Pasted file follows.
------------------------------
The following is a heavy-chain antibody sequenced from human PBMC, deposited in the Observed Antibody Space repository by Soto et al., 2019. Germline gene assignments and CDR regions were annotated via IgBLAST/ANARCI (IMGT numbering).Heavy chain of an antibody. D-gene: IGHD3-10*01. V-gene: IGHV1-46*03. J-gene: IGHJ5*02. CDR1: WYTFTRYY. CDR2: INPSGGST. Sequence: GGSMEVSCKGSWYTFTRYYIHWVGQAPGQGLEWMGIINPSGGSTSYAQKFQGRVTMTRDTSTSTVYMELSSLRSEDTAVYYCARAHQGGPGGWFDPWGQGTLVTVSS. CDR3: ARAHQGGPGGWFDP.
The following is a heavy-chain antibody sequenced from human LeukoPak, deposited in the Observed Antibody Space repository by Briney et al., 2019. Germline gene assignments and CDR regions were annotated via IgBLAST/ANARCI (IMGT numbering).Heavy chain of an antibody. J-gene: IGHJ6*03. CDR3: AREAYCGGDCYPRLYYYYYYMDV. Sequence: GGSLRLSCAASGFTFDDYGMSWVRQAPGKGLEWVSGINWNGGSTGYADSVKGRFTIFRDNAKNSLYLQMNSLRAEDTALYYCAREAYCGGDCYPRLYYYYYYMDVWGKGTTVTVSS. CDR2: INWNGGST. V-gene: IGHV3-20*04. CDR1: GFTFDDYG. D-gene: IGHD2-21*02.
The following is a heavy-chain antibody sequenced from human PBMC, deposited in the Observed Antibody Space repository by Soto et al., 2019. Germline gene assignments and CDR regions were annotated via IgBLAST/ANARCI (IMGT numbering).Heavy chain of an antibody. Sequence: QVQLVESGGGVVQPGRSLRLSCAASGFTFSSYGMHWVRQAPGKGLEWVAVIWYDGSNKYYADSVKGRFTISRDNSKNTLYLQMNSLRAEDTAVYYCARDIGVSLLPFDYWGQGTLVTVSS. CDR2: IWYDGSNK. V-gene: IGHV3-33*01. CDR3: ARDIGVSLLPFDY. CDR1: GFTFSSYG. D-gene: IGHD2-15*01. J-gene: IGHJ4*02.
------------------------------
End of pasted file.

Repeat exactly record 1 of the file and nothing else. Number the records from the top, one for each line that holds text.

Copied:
The following is a heavy-chain antibody sequenced from human PBMC, deposited in the Observed Antibody Space repository by Soto et al., 2019. Germline gene assignments and CDR regions were annotated via IgBLAST/ANARCI (IMGT numbering).Heavy chain of an antibody. D-gene: IGHD3-10*01. V-gene: IGHV1-46*03. J-gene: IGHJ5*02. CDR1: WYTFTRYY. CDR2: INPSGGST. Sequence: GGSMEVSCKGSWYTFTRYYIHWVGQAPGQGLEWMGIINPSGGSTSYAQKFQGRVTMTRDTSTSTVYMELSSLRSEDTAVYYCARAHQGGPGGWFDPWGQGTLVTVSS. CDR3: ARAHQGGPGGWFDP.